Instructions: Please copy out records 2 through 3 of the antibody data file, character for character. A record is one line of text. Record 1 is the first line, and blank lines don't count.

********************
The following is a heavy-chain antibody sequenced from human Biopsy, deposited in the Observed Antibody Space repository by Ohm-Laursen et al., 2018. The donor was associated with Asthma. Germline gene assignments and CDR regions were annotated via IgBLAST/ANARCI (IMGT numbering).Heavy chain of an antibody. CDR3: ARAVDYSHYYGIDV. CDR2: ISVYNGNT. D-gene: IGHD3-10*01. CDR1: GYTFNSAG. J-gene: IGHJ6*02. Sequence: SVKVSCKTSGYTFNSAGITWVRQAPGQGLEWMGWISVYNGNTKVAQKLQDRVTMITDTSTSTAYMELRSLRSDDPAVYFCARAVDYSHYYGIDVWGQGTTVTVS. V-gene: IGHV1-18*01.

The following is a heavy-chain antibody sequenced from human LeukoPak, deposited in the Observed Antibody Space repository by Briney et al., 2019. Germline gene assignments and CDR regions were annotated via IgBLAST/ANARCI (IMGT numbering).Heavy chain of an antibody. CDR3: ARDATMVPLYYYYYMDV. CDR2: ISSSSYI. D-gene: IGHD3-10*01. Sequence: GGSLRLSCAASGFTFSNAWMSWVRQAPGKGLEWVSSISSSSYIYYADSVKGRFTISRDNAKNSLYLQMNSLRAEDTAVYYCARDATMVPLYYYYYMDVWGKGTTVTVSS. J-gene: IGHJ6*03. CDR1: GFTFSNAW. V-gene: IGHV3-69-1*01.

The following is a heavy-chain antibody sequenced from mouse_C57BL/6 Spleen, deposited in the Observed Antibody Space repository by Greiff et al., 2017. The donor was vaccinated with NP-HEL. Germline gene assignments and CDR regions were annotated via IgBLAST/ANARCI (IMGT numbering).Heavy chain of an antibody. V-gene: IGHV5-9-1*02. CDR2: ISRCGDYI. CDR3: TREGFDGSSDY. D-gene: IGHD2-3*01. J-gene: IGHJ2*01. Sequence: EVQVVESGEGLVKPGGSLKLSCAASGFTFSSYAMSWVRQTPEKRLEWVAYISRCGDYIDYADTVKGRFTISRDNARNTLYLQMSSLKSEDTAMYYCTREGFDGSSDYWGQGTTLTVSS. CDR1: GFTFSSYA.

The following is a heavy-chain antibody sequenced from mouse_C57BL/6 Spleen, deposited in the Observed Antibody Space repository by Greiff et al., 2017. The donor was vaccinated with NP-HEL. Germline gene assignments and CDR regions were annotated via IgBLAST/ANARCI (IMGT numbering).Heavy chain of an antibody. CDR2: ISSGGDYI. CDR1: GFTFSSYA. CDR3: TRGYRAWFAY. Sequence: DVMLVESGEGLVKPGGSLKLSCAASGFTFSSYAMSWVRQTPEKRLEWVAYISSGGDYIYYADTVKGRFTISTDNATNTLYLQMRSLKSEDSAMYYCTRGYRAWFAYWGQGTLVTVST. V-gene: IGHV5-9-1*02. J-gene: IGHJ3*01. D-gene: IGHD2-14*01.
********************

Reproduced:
The following is a heavy-chain antibody sequenced from human LeukoPak, deposited in the Observed Antibody Space repository by Briney et al., 2019. Germline gene assignments and CDR regions were annotated via IgBLAST/ANARCI (IMGT numbering).Heavy chain of an antibody. CDR3: ARDATMVPLYYYYYMDV. CDR2: ISSSSYI. D-gene: IGHD3-10*01. Sequence: GGSLRLSCAASGFTFSNAWMSWVRQAPGKGLEWVSSISSSSYIYYADSVKGRFTISRDNAKNSLYLQMNSLRAEDTAVYYCARDATMVPLYYYYYMDVWGKGTTVTVSS. J-gene: IGHJ6*03. CDR1: GFTFSNAW. V-gene: IGHV3-69-1*01.

The following is a heavy-chain antibody sequenced from mouse_C57BL/6 Spleen, deposited in the Observed Antibody Space repository by Greiff et al., 2017. The donor was vaccinated with NP-HEL. Germline gene assignments and CDR regions were annotated via IgBLAST/ANARCI (IMGT numbering).Heavy chain of an antibody. V-gene: IGHV5-9-1*02. CDR2: ISRCGDYI. CDR3: TREGFDGSSDY. D-gene: IGHD2-3*01. J-gene: IGHJ2*01. Sequence: EVQVVESGEGLVKPGGSLKLSCAASGFTFSSYAMSWVRQTPEKRLEWVAYISRCGDYIDYADTVKGRFTISRDNARNTLYLQMSSLKSEDTAMYYCTREGFDGSSDYWGQGTTLTVSS. CDR1: GFTFSSYA.